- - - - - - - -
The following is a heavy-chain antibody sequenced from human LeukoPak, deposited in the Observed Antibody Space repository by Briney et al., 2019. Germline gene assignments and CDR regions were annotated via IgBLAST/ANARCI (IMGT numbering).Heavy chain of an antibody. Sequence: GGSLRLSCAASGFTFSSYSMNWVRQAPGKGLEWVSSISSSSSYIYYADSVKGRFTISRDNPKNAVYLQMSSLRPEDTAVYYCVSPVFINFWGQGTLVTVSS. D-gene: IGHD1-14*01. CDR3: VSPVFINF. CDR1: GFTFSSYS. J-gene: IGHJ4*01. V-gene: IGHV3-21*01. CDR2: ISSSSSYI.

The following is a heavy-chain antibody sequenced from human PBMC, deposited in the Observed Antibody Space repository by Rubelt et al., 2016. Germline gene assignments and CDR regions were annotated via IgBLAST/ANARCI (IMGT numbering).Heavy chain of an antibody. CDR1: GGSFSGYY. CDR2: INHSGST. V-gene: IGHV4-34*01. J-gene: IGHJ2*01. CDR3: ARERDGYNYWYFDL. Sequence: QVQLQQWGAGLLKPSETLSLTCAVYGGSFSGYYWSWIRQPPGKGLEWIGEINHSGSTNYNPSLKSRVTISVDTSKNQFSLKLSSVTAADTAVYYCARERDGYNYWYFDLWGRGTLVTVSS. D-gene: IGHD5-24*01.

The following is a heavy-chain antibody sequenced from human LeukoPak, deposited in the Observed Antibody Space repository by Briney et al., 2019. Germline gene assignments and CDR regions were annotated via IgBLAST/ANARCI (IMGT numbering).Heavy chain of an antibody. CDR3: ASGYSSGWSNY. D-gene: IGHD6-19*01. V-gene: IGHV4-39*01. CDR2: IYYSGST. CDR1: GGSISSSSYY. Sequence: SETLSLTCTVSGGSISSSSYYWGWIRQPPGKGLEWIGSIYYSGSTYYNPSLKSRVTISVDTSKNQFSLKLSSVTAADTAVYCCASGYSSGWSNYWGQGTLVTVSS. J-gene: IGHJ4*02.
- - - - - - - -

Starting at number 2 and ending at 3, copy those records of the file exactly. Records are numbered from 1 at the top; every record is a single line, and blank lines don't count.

The following is a heavy-chain antibody sequenced from human PBMC, deposited in the Observed Antibody Space repository by Rubelt et al., 2016. Germline gene assignments and CDR regions were annotated via IgBLAST/ANARCI (IMGT numbering).Heavy chain of an antibody. CDR1: GGSFSGYY. CDR2: INHSGST. V-gene: IGHV4-34*01. J-gene: IGHJ2*01. CDR3: ARERDGYNYWYFDL. Sequence: QVQLQQWGAGLLKPSETLSLTCAVYGGSFSGYYWSWIRQPPGKGLEWIGEINHSGSTNYNPSLKSRVTISVDTSKNQFSLKLSSVTAADTAVYYCARERDGYNYWYFDLWGRGTLVTVSS. D-gene: IGHD5-24*01.

The following is a heavy-chain antibody sequenced from human LeukoPak, deposited in the Observed Antibody Space repository by Briney et al., 2019. Germline gene assignments and CDR regions were annotated via IgBLAST/ANARCI (IMGT numbering).Heavy chain of an antibody. CDR3: ASGYSSGWSNY. D-gene: IGHD6-19*01. V-gene: IGHV4-39*01. CDR2: IYYSGST. CDR1: GGSISSSSYY. Sequence: SETLSLTCTVSGGSISSSSYYWGWIRQPPGKGLEWIGSIYYSGSTYYNPSLKSRVTISVDTSKNQFSLKLSSVTAADTAVYCCASGYSSGWSNYWGQGTLVTVSS. J-gene: IGHJ4*02.